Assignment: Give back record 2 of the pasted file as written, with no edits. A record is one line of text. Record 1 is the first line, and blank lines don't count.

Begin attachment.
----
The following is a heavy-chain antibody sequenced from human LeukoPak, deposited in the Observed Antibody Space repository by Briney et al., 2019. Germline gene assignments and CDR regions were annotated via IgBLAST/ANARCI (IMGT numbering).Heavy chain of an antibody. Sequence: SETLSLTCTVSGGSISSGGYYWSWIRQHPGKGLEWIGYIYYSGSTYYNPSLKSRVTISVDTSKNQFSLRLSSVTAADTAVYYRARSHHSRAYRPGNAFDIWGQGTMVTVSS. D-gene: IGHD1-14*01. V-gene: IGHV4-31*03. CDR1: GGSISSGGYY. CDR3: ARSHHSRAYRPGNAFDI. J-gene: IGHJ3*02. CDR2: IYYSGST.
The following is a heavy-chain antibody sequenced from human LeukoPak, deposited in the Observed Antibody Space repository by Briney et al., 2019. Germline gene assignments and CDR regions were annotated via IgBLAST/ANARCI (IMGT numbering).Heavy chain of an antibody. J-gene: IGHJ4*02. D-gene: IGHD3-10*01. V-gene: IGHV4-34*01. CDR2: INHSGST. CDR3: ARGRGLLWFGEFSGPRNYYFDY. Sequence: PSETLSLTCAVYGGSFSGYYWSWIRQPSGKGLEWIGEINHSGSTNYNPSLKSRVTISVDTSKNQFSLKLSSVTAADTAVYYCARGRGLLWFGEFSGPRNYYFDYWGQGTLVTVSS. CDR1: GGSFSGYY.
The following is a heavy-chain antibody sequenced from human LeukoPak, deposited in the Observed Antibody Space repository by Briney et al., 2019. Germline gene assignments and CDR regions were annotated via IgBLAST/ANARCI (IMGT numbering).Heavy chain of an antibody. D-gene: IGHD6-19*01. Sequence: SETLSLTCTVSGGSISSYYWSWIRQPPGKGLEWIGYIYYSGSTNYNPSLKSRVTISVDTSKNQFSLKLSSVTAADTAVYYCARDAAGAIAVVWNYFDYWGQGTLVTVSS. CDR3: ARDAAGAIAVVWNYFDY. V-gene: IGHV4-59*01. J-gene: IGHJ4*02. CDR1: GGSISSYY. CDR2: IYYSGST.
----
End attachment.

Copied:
The following is a heavy-chain antibody sequenced from human LeukoPak, deposited in the Observed Antibody Space repository by Briney et al., 2019. Germline gene assignments and CDR regions were annotated via IgBLAST/ANARCI (IMGT numbering).Heavy chain of an antibody. J-gene: IGHJ4*02. D-gene: IGHD3-10*01. V-gene: IGHV4-34*01. CDR2: INHSGST. CDR3: ARGRGLLWFGEFSGPRNYYFDY. Sequence: PSETLSLTCAVYGGSFSGYYWSWIRQPSGKGLEWIGEINHSGSTNYNPSLKSRVTISVDTSKNQFSLKLSSVTAADTAVYYCARGRGLLWFGEFSGPRNYYFDYWGQGTLVTVSS. CDR1: GGSFSGYY.